Alan Weisman is the author of several books, including The World Without Us: an international best-seller translated in 34 languages, a finalist for the National Book Critics Circle Award, and winner of the Wenjin Book Prize of the National Library of China.
Countdown: Our Last, Best Hope for a Future on Earth? addresses a question I’d left dangling at the end of my last book, The World Without Us, a thought experiment that imagined what would happen if people vanished from our planet. The idea of theoretically wiping us from the Earth was to show that, despite colossal damage we’ve wreaked, nature has remarkable healing powers. When relieved of the pressures we humans daily heap upon it, restoration and renewal commence with surprising swiftness. My hope was that readers, seduced by the gorgeous prospect of a refreshed, healthy Earth, might ask themselves how we could add Homo sapiens back into the picture—only in harmony, not mortal combat, with the rest of nature.
The question I’d left them to ponder was how many people can this planet really hold without capsizing it? A million more of us every 4½ days didn’t sound sustainable– was it time for us to consider gradually bringing ourselves down to a workable equilibrium with our Earthly habitat, before nature brutally did that for us?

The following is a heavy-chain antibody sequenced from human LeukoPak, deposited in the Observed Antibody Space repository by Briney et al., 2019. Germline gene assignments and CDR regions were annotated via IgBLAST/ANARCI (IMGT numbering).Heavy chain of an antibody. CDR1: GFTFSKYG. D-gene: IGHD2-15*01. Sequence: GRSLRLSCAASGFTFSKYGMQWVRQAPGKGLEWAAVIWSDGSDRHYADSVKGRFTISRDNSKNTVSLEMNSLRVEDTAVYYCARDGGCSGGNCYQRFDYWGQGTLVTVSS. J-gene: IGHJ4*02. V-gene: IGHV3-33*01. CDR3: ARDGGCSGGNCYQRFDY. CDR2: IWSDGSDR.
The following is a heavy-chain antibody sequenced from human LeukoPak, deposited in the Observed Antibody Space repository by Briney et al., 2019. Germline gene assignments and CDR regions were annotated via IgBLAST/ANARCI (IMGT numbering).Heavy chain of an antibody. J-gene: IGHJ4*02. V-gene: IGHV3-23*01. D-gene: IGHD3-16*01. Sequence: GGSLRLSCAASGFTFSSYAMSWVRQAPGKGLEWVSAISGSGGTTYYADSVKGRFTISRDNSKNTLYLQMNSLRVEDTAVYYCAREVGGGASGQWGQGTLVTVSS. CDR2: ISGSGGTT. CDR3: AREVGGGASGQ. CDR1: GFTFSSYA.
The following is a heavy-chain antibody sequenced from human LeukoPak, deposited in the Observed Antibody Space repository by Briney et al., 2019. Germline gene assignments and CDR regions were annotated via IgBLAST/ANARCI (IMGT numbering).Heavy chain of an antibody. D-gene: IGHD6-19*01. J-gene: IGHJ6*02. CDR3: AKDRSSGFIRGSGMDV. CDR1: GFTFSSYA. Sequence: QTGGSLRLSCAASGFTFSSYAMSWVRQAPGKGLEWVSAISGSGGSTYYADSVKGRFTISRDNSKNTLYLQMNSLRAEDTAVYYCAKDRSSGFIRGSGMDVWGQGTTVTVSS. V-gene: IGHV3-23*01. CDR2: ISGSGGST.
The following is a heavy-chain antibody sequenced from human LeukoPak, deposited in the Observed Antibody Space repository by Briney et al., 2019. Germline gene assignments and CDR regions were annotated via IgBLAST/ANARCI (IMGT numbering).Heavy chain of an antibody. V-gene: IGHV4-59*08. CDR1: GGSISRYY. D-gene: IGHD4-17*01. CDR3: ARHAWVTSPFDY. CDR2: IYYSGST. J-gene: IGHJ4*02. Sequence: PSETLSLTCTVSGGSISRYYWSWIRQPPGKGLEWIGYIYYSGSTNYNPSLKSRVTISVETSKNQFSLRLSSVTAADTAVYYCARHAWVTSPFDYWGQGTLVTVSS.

This delicate, potentially explosive notion generated so much subsequent discussion that I realized I should investigate it fully. It’s easy to grasp why populations of prey, predators, and forage plants have to be kept in balance in a national park, but much harder when your own species is in question. Anticipating the cultural and emotional pitfalls, I’d need to apply objective tools of journalism to learn if the optimum number of humans could actually be determined, and if there were something we could realistically and humanely do about it.
I also had to confront three corollary questions: How much ecosystem is required to preserve human life – what species or ecological processes are essential to our survival? And if, in order to survive, we have to avoid growing beyond 10 billion—or even reduce our numbers from our current 7+ billion—is there an acceptable, nonviolent way to convince a majority of the world’s religions, nationalities, and political systems that it's in their best interest to do so, or is there anything in their liturgies, histories, or belief systems that might embrace the seemingly unnatural idea of limiting ourselves? Finally, how might we design an economy for a shrinking population, and then for a stable, optimal one—meaning, a way to prosper without constant growth?
My research ended up taking me to 21 countries, starting in Israel and Palestine, ending in Iran, with much of Europe, Africa, the Americas, and the Far East in between. More than one expert I met commented that I was asking the most important questions on Earth—but they were probably impossible to answer.
My reply was that if these are the most important questions on Earth, we’d damn well better try.